Features of your target structure

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Depending on the structural features of the target model, you may need to take special steps to prepare for docking. Many of the following points are relevant no matter which docking program you may use. Comments that are specific to a particular version or particular kind of docking program are noted.

Covalent inhibitor bound

If the target model you wish to dock to has a covalent inhibitor bound, your first step is obviously to remove the inhibitor. You should also keep in mind, however, that the covalently bound ligand may have distorted the active site in ways that a non-covalently bound ligand would not. If you have access to a structure with a non-covalently bound ligand, examine the differences - it may well be preferable to use the non-covalently bound ligand form of the target.

Non-covalent inhibitor bound

Dimer or multimer

Use PQS.ebi.ac.uk to check multimeric state. Is the binding site near a protein-protein interface? If not, use the monomer and ignore the multimeric state. The additional complexities of including a larger structure do not outweigh the more accurate electrostatic potential, in general. However, if the binding site is within say 6 A of the protein-protein interface, then at least a fragment of the second protein must be used in the model. From 6-10 A it is a judgement call, but is probably advisable to include Watch out also for ligand binding that significantly affects the relative orientation of the two proteins.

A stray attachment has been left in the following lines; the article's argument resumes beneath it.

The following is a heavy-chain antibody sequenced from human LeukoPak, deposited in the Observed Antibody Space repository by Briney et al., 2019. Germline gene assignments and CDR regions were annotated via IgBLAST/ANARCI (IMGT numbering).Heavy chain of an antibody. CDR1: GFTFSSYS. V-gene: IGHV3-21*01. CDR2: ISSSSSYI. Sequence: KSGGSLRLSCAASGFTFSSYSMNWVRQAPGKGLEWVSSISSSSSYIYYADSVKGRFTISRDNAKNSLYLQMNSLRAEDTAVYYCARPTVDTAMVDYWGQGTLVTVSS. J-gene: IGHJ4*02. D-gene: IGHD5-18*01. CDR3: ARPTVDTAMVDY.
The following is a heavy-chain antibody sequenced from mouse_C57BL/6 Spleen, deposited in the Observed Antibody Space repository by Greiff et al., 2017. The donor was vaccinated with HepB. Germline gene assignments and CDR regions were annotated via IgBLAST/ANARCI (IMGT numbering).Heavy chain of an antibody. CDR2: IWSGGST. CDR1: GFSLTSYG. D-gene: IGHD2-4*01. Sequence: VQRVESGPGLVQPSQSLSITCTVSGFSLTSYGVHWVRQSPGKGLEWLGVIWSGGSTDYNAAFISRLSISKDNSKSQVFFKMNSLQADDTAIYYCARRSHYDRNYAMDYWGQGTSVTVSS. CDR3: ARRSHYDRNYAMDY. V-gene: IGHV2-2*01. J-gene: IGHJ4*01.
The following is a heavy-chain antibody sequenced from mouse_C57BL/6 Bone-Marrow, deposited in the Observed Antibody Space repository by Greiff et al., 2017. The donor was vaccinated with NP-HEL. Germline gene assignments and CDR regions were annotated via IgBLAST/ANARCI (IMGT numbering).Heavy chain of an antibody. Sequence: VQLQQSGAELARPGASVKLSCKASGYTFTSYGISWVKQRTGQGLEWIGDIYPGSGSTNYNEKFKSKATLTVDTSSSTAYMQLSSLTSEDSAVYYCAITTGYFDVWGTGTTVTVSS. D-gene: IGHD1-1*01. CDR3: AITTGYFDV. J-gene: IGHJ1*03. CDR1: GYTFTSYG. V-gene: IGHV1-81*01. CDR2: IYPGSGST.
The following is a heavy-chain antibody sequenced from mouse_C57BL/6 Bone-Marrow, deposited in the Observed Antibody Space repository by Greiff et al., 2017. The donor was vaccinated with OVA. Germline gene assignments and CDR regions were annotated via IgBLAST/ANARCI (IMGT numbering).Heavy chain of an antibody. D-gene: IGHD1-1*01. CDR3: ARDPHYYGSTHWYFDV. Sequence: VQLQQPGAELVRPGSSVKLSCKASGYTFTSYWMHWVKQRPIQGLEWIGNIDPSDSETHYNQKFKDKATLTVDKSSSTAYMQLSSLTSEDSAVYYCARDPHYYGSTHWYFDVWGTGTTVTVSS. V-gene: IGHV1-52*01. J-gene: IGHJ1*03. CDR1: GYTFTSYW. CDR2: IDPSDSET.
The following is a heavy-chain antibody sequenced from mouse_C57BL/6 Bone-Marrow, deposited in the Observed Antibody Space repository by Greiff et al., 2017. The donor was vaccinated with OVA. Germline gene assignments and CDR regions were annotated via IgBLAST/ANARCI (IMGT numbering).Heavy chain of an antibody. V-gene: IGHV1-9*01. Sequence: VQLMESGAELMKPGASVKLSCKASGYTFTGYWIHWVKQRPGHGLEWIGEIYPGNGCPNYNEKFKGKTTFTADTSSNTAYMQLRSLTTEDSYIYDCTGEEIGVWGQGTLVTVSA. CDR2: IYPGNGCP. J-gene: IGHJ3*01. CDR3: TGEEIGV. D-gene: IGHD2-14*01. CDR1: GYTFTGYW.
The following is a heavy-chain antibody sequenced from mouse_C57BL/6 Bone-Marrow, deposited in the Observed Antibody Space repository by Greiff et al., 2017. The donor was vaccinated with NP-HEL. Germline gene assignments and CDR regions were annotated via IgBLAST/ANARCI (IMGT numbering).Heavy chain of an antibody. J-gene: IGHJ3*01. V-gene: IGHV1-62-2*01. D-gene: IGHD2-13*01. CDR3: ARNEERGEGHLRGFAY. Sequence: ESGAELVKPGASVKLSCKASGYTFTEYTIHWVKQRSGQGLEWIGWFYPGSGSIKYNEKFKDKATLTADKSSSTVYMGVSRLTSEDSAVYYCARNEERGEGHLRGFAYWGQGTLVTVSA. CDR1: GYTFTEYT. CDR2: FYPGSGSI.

CYS near binding site

Incomplete side chains, missing loops

Active site location unknown or uncertain

ANISO model

Disorder

Flexible side chains in binding site

Very large binding pocket

Very small binding pocket

Cofactor

Metal

Structural water

Open and closed forms of pocket available

Very positively charged site

Very hydrophobic pocket

HIS in active site

Other situation not listed here